Lawmakers Propose Package of Bills Seeking to Boost Physical Education Standards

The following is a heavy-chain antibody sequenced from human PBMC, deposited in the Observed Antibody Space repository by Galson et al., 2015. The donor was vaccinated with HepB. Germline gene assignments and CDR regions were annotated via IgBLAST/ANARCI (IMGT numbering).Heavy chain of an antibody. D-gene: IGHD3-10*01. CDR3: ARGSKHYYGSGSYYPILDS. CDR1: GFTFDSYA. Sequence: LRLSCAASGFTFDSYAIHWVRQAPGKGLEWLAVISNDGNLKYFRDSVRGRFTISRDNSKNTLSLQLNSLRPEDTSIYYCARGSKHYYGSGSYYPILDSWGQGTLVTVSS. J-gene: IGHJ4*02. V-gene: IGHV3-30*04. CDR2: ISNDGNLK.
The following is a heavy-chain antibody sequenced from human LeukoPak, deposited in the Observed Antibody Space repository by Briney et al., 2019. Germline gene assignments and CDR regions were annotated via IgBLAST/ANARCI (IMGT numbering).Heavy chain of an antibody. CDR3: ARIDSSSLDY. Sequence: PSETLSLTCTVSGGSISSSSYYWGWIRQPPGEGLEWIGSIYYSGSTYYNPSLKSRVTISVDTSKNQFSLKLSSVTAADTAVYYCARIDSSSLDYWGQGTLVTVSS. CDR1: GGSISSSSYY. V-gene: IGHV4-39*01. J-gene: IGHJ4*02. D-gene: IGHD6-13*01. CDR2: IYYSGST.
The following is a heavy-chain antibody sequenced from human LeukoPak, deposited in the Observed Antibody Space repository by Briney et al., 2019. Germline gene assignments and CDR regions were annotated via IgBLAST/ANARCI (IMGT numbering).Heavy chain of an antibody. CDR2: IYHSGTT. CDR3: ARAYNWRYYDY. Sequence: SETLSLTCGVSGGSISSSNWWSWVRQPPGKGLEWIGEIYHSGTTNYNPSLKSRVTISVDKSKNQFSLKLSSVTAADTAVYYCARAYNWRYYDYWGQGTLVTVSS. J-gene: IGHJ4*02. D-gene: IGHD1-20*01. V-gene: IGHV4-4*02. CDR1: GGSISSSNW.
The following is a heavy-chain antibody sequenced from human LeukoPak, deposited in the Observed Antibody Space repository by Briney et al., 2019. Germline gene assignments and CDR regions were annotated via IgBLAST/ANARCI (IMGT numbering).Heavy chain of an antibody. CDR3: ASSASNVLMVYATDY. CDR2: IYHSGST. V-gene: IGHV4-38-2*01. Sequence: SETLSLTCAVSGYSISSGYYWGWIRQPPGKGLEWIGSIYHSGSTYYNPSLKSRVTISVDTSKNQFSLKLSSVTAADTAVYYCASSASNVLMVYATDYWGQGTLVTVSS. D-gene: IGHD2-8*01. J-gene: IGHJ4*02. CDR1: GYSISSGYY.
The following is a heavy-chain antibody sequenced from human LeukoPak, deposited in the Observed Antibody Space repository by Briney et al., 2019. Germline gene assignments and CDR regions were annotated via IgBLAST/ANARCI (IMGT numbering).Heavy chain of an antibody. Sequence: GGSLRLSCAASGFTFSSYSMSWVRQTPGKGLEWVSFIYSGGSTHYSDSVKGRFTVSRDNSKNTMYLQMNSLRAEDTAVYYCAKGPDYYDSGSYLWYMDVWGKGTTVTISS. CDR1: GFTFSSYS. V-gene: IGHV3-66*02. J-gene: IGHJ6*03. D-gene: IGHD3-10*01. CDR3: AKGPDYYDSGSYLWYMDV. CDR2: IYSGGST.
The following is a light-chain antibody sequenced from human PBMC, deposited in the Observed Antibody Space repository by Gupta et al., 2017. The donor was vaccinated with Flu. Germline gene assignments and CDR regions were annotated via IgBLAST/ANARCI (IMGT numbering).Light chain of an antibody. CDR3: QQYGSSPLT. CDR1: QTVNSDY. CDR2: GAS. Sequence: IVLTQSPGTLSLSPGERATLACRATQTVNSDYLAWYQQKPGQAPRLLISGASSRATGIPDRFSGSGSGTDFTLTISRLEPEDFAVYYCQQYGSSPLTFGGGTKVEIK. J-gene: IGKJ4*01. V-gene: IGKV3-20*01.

Concerned that many California children are out of shape and at risk of developing certain diseases such as diabetes and hypertension, three state lawmakers yesterday introduced a package of bills calling for strict physical education and fitness standards, the San Diego Union-Tribune reports (Gardner, San Diego Union-Tribune, 4/3). At a press conference yesterday, Sen. Tom Torlakson (D-Antioch), joined by Sen. Betty Karnette (D-Long Beach) and Assembly member Carole Migden (D-San Francisco), said that physical education must be a top priority. Torlakson cited the results of Fitnessgram tests conducted in 2001, which found that only 23% of the state's fifth-, seventh- and ninth-graders met minimum fitness requirements and 30% of those students were overweight. The first bill (SB 1868), introduced by Torlakson, would require the Fitnessgram results to be sent home and would require 11th- and 12th-graders who fail the exams to take physical education classes, "something they are not currently forced to do." Karnette's measure (SB 1597) would mandate that a school's physical fitness test results be added to its Academic Performance Index and "make a passing grade in that area necessary to become a state distinguished school." And Migden's bill (AB 1793) calls for the Board of Education to "set standards for physical education" and for the state to monitor schools' physical education instruction (LaMar, Contra Costa Times, 4/2).This is part of the California Healthline Daily Edition, a summary of health policy coverage from major news organizations. Sign up for an email subscription.